Roe deer are a common sight in the British countryside, but that doesn’t make them any less of a worthy subject to photograph. They are one of two deer species truly native to the UK, living in woodland, farmland, grassland and heathland habitats. They feed on buds and leaves from trees and shrubs, as well as ferns, grasses and heathers.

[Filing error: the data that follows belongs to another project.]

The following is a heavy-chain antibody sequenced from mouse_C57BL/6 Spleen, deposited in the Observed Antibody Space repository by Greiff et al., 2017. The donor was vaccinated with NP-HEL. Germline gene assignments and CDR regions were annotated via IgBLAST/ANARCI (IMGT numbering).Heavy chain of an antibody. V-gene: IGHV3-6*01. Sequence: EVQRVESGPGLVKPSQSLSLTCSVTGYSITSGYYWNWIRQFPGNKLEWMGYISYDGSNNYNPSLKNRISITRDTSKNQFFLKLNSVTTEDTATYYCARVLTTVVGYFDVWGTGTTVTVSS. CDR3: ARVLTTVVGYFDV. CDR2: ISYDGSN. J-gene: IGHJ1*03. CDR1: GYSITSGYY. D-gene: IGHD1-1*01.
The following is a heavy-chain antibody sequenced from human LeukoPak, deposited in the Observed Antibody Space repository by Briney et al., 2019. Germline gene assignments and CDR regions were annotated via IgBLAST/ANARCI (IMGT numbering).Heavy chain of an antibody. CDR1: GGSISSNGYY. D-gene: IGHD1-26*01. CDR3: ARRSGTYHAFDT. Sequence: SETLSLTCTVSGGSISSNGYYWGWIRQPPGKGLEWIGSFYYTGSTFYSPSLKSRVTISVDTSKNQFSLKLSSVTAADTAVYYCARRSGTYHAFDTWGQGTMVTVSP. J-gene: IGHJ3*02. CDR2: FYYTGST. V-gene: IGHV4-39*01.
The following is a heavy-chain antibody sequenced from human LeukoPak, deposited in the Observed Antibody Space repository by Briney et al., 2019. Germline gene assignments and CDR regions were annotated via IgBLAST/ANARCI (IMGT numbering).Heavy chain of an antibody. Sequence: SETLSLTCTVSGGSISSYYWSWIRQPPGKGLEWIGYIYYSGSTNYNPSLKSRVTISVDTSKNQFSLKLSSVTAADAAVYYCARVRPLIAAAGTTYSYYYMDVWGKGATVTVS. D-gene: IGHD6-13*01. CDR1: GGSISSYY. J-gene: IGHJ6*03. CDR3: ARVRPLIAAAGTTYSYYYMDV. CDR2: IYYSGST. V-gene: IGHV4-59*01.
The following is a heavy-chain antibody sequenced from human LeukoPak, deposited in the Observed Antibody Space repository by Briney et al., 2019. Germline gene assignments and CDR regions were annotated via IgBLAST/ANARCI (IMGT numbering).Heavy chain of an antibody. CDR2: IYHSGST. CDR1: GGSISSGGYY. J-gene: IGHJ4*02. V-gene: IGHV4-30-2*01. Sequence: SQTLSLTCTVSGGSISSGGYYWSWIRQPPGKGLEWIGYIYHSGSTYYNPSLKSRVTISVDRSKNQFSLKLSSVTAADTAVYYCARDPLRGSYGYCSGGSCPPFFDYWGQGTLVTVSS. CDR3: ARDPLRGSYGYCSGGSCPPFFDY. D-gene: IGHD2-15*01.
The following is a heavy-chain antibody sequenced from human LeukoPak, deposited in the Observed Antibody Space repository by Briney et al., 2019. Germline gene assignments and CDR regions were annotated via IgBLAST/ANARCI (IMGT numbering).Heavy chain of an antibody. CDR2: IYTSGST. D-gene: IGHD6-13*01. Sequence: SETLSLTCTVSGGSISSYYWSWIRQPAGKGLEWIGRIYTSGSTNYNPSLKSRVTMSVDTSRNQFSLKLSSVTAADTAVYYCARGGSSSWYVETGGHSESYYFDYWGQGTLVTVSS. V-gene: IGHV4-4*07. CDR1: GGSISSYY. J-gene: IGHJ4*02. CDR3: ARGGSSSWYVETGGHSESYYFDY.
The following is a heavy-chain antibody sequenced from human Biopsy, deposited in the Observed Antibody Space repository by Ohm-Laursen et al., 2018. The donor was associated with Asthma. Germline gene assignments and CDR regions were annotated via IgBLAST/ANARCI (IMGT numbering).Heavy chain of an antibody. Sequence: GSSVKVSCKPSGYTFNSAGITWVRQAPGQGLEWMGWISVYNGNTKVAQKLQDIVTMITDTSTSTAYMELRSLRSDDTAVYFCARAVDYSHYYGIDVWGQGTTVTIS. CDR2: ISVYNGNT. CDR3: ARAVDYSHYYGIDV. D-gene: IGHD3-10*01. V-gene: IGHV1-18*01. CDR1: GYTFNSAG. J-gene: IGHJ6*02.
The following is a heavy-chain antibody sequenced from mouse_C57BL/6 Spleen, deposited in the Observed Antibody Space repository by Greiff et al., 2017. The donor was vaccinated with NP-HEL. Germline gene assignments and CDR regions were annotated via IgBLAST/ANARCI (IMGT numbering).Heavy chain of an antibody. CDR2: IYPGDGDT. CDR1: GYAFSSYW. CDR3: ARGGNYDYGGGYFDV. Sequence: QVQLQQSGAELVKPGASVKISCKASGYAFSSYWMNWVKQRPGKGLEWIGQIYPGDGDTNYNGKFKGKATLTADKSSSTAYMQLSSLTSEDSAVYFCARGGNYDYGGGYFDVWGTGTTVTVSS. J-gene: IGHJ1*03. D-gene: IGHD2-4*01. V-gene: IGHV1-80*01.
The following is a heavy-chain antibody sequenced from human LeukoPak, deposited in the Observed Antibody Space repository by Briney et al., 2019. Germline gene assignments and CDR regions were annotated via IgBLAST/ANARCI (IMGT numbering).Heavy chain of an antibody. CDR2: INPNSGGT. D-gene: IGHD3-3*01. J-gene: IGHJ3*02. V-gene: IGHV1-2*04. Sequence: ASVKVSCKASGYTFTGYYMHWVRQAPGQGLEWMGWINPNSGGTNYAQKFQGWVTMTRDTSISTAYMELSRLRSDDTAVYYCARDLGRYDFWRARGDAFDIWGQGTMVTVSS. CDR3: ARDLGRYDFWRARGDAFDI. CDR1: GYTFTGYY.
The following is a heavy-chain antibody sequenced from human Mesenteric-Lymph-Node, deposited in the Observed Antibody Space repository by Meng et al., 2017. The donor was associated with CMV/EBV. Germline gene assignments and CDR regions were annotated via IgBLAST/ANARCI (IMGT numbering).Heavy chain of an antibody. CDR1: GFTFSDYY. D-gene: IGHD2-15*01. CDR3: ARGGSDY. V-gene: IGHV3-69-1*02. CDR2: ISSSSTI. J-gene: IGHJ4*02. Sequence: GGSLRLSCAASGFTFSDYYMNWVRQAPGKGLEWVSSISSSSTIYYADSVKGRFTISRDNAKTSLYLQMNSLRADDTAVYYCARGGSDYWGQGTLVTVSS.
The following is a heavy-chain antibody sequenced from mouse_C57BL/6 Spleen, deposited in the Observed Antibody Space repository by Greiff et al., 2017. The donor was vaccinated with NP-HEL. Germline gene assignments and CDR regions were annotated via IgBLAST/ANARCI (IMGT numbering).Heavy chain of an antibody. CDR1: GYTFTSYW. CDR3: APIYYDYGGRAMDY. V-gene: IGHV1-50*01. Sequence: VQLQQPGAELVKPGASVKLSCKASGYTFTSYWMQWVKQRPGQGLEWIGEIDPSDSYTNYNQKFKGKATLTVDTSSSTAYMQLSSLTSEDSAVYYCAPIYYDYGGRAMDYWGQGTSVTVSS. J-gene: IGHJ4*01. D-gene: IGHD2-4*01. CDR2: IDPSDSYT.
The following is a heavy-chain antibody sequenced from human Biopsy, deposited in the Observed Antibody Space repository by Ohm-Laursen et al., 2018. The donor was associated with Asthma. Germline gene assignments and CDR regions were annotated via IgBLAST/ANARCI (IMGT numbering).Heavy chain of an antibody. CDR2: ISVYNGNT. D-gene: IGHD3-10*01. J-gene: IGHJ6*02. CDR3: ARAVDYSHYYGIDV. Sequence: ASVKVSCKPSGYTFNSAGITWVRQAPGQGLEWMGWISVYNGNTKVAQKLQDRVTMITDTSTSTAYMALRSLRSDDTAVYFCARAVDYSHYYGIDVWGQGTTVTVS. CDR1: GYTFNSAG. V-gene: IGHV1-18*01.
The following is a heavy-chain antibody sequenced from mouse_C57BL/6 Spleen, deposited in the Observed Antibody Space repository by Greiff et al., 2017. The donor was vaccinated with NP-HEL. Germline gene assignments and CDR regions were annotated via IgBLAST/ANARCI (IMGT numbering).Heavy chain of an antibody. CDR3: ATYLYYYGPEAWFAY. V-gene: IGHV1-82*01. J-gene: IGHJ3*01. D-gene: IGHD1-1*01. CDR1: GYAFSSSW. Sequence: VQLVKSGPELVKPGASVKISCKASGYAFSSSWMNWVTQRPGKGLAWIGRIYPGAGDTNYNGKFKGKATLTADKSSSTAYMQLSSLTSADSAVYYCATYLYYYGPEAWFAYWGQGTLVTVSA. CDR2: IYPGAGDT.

During the summer, roe deer are often solitary and form small groups during the colder winter months. In comparison to the much larger red deer, the antlers of males are relatively short. They begin to grow their antlers in November, shedding their stunning velvet from them in early spring. By summer, the bucks are ready for the rutting season, where they will  need to fight off rivals to win the attention of the breeding females. After the mating season, males shed their antlers around October and begin to grow a new set for the process to start all over again.

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